I never reboot my comps either, but that after a day's work the fact that firefox is using all 8gb of ram, plus another 3gb of swap is just plain silly. After 30 mins all youtube vids come up in freezeframe, need to restart the browser.,,,,,,

And *all* programming is moving in that direction.

You go buy a 200,000 $ program from SAP, runs slowwwww as hell, their answer : get more ram !

all BS my friend, instead of stuff getting better and more efficient, it's moving in the opposite direction, on a planetary scale !
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  #6  
Old 21st March 2017, 03:33 PM
antikythera Offline
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Re: Intel Optane SSD

I agree with the sentiment about some developers not optimising resource usage any more. I typically don't leave my machines running overnight but that's more from a safety stand point than anything. We don't leave any electrical goods running or charging overnight in our house apart from the essential white goods.

I know you are talking metaphorically here bob but if any operating system feels like it is taking 3 hours to start up from cold, then there are more pressing issues to resolve with the machine itself than some apparently bloated coding by the developers. even my old notebook with a 1.6Ghz Athlon XP-M 3000+ single core processor, 1280MB DDR333 RAM and a PATA 5400rpm HDD would boot fedora 23 in around 30 seconds.
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Old 21st March 2017, 04:58 PM
bobx001 Offline
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Re: Intel Optane SSD

Quote:
Originally Posted by antikythera View Post
I agree with the sentiment about some developers not optimising resource usage any more. I typically don't leave my machines running overnight but that's more from a safety stand point than anything. We don't leave any electrical goods running or charging overnight in our house apart from the essential white goods.

I know you are talking metaphorically here bob but if any operating system feels like it is taking 3 hours to start up from cold, then there are more pressing issues to resolve with the machine itself than some apparently bloated coding by the developers. even my old notebook with a 1.6Ghz Athlon XP-M 3000+ single core processor, 1280MB DDR333 RAM and a PATA 5400rpm HDD would boot fedora 23 in around 30 seconds.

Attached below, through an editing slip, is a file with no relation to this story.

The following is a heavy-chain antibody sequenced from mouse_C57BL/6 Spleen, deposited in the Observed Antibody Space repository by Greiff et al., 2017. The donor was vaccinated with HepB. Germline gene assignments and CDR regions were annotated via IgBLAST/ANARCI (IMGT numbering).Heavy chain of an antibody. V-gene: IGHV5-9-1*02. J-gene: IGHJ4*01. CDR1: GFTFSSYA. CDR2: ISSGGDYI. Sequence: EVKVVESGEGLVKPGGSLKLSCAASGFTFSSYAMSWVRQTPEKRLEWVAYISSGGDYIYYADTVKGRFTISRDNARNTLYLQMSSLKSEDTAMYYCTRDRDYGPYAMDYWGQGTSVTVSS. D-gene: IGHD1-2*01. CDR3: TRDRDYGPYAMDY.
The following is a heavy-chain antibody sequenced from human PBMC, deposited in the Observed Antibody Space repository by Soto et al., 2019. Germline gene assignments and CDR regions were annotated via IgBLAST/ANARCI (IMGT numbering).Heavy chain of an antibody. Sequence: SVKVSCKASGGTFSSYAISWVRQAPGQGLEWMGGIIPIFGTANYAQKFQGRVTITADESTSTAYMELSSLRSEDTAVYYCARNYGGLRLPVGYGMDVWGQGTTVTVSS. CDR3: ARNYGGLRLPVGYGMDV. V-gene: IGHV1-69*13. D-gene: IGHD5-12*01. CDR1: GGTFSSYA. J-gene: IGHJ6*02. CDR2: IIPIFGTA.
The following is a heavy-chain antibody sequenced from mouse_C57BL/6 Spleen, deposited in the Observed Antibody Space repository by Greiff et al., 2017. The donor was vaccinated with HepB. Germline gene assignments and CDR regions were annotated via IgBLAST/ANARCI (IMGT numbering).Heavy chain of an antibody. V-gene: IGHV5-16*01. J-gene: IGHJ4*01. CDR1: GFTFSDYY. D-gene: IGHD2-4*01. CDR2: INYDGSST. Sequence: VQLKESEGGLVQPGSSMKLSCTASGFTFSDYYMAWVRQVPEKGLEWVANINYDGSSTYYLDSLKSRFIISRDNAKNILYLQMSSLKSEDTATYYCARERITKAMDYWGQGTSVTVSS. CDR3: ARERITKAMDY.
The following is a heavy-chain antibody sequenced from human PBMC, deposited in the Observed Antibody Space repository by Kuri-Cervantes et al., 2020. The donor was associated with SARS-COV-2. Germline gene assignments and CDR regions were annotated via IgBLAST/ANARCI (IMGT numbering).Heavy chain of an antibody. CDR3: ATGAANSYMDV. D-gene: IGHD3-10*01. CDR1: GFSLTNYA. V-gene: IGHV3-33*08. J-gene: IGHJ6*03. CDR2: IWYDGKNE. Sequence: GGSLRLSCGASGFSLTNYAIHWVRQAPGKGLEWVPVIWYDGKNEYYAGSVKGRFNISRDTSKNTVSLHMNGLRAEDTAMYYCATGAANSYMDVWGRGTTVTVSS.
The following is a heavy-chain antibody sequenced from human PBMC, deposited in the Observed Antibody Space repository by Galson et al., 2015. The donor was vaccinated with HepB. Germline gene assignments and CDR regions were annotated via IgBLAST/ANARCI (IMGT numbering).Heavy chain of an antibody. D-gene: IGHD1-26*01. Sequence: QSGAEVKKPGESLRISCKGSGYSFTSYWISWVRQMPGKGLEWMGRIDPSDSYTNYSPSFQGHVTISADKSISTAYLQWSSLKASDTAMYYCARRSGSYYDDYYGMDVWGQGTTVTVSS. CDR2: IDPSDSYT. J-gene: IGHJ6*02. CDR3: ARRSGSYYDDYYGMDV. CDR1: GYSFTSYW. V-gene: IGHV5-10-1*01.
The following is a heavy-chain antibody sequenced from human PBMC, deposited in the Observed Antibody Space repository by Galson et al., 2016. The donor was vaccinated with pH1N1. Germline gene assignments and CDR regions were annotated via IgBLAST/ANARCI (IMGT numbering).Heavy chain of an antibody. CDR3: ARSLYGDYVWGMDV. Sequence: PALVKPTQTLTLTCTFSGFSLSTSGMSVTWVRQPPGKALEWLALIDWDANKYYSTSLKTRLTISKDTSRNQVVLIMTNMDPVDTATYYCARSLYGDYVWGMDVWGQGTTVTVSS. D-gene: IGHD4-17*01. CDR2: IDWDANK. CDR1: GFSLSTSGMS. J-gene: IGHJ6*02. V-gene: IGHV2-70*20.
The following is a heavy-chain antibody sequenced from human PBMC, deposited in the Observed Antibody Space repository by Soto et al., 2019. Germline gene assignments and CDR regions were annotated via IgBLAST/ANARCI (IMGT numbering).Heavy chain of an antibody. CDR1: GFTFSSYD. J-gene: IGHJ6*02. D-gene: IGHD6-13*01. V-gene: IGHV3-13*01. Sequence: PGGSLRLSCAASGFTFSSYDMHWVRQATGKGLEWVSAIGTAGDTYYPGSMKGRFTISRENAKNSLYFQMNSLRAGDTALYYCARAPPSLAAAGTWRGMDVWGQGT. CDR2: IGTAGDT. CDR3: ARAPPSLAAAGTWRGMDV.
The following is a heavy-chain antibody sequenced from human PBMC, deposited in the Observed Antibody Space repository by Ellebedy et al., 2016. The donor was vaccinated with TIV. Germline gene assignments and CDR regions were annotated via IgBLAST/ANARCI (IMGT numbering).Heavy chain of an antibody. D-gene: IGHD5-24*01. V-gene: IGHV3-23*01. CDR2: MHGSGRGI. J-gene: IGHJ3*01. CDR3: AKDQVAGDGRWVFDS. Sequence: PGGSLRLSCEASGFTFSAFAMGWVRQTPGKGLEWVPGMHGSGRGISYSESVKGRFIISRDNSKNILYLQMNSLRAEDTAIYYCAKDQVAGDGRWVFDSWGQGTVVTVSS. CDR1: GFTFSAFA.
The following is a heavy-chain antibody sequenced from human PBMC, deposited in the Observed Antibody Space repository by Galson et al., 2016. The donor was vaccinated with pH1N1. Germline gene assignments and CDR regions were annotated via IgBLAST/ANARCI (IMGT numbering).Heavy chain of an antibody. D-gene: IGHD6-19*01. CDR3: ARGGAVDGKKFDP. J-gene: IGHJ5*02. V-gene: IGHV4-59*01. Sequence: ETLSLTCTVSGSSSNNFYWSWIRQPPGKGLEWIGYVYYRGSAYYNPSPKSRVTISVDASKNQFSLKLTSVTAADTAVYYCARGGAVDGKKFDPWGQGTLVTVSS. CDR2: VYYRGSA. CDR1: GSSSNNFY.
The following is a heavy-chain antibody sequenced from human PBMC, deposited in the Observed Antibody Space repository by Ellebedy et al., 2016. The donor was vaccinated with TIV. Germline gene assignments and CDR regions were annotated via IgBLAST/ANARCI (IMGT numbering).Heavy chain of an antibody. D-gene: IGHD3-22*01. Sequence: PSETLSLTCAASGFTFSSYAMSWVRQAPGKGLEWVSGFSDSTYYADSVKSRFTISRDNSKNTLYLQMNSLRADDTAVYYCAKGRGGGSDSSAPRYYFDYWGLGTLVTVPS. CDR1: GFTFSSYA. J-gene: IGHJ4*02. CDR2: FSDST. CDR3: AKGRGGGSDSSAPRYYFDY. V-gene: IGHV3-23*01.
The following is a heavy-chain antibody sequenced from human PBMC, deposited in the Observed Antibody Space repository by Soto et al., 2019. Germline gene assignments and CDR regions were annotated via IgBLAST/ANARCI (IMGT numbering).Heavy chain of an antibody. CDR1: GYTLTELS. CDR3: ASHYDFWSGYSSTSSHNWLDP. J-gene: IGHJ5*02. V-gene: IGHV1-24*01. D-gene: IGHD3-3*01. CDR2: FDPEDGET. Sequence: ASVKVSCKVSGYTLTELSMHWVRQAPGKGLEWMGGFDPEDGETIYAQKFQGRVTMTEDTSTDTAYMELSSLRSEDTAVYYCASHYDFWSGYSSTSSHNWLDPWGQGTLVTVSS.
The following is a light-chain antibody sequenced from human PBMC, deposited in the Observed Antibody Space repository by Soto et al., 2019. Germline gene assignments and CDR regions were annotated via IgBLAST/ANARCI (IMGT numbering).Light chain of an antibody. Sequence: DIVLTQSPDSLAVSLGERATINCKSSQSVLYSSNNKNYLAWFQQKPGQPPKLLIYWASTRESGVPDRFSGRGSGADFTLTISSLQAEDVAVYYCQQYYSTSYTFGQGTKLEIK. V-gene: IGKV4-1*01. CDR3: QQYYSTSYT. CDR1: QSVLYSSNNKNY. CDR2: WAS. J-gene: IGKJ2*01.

lol. I am not talking about Fedora here (I love Fedora), but the new SSD that can be used as RAM, which would probably usher in a new generation of programmers allocating a Terabyte to write "Hello World".
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  #8  
Old 22nd March 2017, 12:59 AM
ocratato Offline
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Re: Intel Optane SSD

I suspect there are several issues that cause software to become bloated.

Poor choice of data structures and algorithms is a likely factor, and something that can be taught about.

Languages that use garbage collection. It is all too easy with such languages to end up keeping everything. I suspect this is happening with javascript and a lot of web pages.

Programs that drag in unnecessary libraries. I once tried to use Gnome's library for configuration for a simple program. It would not build without linking in ALL of Gnome's libraries.

A lot of libraries are general purpose and thus include a lot of stuff that will never be used in any given program. Careful subdivision of the library can help, such as what Qt has done.

Event driven programs (such as most modern GUIs) can also end up being significantly larger than simple sequential programs. This is in part due to all the things a user expects a GUI to do, and partly because each event has to determine what the state of the program is.
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Has anyone seriously considered that it might be turtles all the way down?
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The current model is that it's holographic nested virtualities of turtles, all the way down.